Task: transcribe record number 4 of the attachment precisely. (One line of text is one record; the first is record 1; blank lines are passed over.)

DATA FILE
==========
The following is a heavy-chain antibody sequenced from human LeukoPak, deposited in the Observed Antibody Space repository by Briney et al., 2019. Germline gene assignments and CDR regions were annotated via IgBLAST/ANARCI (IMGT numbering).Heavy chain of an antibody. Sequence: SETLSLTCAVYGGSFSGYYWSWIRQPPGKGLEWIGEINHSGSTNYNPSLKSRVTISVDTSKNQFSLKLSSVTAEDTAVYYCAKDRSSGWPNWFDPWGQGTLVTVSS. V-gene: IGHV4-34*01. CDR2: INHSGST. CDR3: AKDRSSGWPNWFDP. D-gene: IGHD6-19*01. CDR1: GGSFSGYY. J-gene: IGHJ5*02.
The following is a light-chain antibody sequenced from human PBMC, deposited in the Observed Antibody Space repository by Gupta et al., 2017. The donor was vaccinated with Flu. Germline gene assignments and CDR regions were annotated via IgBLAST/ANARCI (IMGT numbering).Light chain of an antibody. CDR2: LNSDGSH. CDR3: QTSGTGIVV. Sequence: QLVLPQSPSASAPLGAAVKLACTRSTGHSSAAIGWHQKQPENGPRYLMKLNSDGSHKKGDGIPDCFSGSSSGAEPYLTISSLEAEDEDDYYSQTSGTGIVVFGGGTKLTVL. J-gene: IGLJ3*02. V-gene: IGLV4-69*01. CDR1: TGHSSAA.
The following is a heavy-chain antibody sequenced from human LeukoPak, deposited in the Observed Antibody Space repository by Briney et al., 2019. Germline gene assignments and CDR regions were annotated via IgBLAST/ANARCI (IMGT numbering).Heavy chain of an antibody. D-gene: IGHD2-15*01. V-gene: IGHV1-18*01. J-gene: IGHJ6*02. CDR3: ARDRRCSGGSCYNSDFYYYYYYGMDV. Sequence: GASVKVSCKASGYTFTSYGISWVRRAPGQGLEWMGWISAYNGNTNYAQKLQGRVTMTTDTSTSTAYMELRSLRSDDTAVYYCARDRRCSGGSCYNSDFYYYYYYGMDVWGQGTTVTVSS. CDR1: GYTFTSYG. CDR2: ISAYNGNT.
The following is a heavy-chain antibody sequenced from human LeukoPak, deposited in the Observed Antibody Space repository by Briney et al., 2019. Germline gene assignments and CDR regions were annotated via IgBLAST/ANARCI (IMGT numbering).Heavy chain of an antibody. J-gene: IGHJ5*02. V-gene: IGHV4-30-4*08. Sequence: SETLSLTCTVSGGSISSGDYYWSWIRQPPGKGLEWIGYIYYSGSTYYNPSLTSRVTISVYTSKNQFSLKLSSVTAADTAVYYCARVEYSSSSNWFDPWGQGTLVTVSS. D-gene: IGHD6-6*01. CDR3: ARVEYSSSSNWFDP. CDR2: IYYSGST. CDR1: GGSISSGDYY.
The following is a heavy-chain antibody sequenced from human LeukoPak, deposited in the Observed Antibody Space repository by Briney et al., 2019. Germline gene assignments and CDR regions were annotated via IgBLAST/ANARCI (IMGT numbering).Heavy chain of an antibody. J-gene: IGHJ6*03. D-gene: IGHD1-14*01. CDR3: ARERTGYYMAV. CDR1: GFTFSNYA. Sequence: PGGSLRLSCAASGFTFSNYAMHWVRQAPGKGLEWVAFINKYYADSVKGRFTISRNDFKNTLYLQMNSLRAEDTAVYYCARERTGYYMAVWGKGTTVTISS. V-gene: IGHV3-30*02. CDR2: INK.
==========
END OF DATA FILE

The following is a heavy-chain antibody sequenced from human LeukoPak, deposited in the Observed Antibody Space repository by Briney et al., 2019. Germline gene assignments and CDR regions were annotated via IgBLAST/ANARCI (IMGT numbering).Heavy chain of an antibody. J-gene: IGHJ5*02. V-gene: IGHV4-30-4*08. Sequence: SETLSLTCTVSGGSISSGDYYWSWIRQPPGKGLEWIGYIYYSGSTYYNPSLTSRVTISVYTSKNQFSLKLSSVTAADTAVYYCARVEYSSSSNWFDPWGQGTLVTVSS. D-gene: IGHD6-6*01. CDR3: ARVEYSSSSNWFDP. CDR2: IYYSGST. CDR1: GGSISSGDYY.